“If wind or solar can compete on the open market, and people want to do that, that’s fine,” he said. “They just shouldn’t be getting subsidies from the government.”

‘The fuel is free’

Solar has remained mostly a residential phenomenon in Texas, despite a few large commercial projects, including the Ikea store on Interstate 10 near West Loop 610in Houston, which last year installed 3,388 rooftop solar panels.

CenterPoint Energy spokeswoman Leticia Lowe said 92 percent of its customers with a renewable energy installation are residential.

Jimmy and Barbara Hemphill are using complementary electric technologies and design for the house they are building in Humble.

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It will have geothermal air conditioning and heating and is situated on the lot so the solar panels are best positioned to catch the sun’s rays. Windows and sliding doors on the north and south sides of the house can be opened to the breeze when humidity is low.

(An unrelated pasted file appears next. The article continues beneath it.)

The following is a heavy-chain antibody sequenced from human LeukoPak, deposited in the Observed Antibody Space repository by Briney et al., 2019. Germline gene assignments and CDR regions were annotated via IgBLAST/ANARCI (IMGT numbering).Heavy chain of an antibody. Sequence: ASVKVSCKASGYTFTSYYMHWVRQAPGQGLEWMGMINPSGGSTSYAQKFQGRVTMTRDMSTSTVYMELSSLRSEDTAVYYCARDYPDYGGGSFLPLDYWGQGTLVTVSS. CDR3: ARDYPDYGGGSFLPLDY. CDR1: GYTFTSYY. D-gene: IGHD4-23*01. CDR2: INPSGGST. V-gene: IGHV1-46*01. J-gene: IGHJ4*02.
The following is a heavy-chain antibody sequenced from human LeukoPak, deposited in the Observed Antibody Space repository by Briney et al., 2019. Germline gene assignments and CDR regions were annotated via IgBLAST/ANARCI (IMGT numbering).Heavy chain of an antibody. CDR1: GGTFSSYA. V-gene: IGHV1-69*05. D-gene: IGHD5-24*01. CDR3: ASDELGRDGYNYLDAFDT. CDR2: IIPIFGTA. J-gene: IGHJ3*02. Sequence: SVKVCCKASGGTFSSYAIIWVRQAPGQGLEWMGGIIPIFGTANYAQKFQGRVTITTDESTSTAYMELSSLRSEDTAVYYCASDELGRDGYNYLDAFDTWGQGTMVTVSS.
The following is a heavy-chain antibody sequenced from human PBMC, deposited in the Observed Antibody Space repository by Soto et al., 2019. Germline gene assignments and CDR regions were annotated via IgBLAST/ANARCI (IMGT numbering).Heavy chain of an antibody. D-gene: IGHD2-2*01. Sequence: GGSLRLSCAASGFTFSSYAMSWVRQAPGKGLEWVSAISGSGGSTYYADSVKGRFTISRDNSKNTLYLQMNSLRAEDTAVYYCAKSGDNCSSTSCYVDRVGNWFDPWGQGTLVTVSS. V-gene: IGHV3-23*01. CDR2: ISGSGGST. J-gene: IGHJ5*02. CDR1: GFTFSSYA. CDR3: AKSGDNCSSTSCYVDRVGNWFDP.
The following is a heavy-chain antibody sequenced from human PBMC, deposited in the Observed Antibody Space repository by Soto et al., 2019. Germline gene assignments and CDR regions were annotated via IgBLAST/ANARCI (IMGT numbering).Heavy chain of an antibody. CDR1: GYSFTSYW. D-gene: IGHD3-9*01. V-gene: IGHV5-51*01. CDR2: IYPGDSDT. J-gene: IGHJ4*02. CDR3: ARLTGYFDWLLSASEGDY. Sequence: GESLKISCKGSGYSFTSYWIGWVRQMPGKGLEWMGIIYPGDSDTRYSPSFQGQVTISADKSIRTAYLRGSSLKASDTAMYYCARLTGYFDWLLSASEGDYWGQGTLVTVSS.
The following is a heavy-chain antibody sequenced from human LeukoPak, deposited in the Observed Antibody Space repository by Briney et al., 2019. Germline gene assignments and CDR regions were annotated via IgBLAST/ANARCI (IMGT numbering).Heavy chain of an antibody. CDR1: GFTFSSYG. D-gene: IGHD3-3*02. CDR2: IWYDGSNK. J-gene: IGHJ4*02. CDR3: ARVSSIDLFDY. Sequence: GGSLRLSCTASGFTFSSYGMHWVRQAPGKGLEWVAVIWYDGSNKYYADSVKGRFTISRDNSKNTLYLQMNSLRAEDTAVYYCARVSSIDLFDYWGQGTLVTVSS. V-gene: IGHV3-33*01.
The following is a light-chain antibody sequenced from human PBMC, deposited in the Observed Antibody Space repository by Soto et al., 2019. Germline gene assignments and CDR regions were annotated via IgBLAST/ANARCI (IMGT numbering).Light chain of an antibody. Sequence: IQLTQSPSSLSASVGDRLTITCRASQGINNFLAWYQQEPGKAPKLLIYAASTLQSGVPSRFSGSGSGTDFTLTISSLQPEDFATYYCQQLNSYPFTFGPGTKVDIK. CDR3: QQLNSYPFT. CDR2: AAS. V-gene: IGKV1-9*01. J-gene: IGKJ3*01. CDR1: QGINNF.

The windows are double-paned, and the walls are heavily insulated.

Because the house is new, Jimmy Hemphill said, they don’t know how much of their electric use the 26 solar panels will provide; they can add more if needed.

“Our goal would be to end up net zero, where we don’t buy any electricity,” he said.

Hemphill said the system cost $24,390. How long it takes to pay for itself will depend, in part, on the price of electricity.

Cal Morton, an executive at Texas Solar Outfitters, said that sort of thinking is drawing more people to solar.

“It’s not a tree-hugging enterprise,” he said. “It’s people who know we have a limited electric grid capacity. With solar, you’re pre-paying your electric bill for 30 years, and you’re locking in that cost, because the fuel is free.”